Proust is a literary icon, though he exhausts me. He was sick for most of his childhood and his experiences and world is nothing I can connect to. He exaggerated the mundane aspects of life and relishes in simple, strange, pleasures. Including going on for too long about how he longs to kiss his mothers cheek! Oh he is too much! Though he and Wilde created worlds that drew from wells at emotion and sensation in their writing.

“No sooner had the warm liquid mixed with the crumbs touched my palate than a shudder ran through me and I stopped, intent upon the extraordinary thing that was happening to me.”

Proust is talking about the infamous madeline or was he?? Some would argue that he wasn’t actually eating a madeline and was a victim of recall bias. Either way, it doesn’t matter; it just further supports art as the supreme reality.

 “All of us are in the gutter and looking at the star”-Wilde

cookies

 

 

 

*Lady you look Lovely*

I will tell you a little secret. I like to spend a considerable amount of time shopping on-line. I love searching for the perfect color and finding the exact item I have been dreaming about. I get a kick out of pressing ‘add to cart’ and ‘continue shopping’  and then after I have found everything that I have been pining over or after I realize I have just wasted an hour (ahem two hours) of my life, I take a deep breath and I move my curser to the top right of the screen and I close my browser.

My co-workers has impeccable fashion and orders kick ass shoes on-line often. She has them delivered to work and I can’t help but glance over and think, damn I need to go that website. She reminds me of the lovely ladies of Advanced Style. 

Image

The fact that I haven’t blogged in awhile feels like christmas as a kid. It should be bigger and better than it is; the jello doesn’t set right, the meat is dry, and I end up hanging out with my all-boy cousins who want to play video games. Then at some point it is not longer what is but what it is to me, and christmas become magical again and I, humbly, post videos about old women and fashion.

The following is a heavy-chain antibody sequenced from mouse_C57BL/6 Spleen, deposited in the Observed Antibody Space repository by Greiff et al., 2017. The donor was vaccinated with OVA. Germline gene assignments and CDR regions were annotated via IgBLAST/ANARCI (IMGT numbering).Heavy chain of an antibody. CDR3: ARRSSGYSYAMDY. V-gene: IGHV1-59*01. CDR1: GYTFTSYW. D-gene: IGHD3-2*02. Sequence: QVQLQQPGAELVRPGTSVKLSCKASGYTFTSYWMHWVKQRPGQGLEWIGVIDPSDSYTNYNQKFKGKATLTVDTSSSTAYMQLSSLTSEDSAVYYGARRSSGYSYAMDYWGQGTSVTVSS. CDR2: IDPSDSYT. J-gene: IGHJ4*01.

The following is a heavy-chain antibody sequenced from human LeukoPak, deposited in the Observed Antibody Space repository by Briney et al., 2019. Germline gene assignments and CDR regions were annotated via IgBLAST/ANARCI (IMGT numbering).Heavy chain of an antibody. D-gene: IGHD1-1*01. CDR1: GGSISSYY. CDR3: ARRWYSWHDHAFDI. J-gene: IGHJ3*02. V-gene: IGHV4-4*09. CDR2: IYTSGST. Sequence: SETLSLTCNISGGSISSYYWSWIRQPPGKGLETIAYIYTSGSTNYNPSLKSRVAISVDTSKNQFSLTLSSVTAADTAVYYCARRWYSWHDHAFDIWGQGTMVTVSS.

*i like something about you*

There is so much for me to love about Louise Bourgeois,  her name is my middle name and the same as my grandma and according to Wikipedia her major themes are; childhood trauma and hidden emotion, sexuality and fragility, architecture and memory. Louise described architecture as a visual expression of memory, or memory as a type of architecture. She is pretty amazing and a bit beyond my comprehension. I don’t really know how to talk about art but something in me likes her.

“What interests me is the conquering of the fear, the hiding, the running away from it, facing it, exorcising it, being ashamed of it, and, finally, being afraid of being afraid.”

Ode a l’oubli (translated means Ode to oblivion) this is a cloth book that she made and that was displayed at the MoMa.

Combined with the freedom to marry campaign she produced this work. Bourgeois worked with archival dyes on cloth with embroidery to depict an abstraction of two flowers joined on a single stem.

This is a huge spider

and this is the lady herself

The Spider, The Mistress and The Tangerine is a documentary about her work and her life.

*questions and answer*

This is the Proust questionnaire featured in vanity fair.

The young Marcel was asked to fill out questionnaires at two social events: one when he was 13,
another when he was 20. Proust did not invent this party game;
he is simply the most extraordinary person to respond to them.
At the birthday party of Antoinette Felix-Faure, the 13-year-old Marcel was asked to answer
the following questions in the birthday book, and here's what he said:

Marcel at age 13, 13kb gif

What do you regard as the lowest depth of misery?
    To be separated from Mama
Where would you like to live?
    In the country of the Ideal, or, rather, of my ideal
What is your idea of earthly happiness?
    To live in contact with those I love, with the beauties of nature, with a quantity of books and music, and to have, within easy distance, a French theater
To what faults do you feel most indulgent?
    To a life deprived of the works of genius
Who are your favorite heroes of fiction?
    Those of romance and poetry, those who are the expression of an ideal rather than an imitation of the real
Who are your favorite characters in history?
    A mixture of Socrates, Pericles, Mahomet, Pliny the Younger and Augustin Thierry
Who are your favorite heroines in real life?
    A woman of genius leading an ordinary life
Who are your favorite heroines of fiction?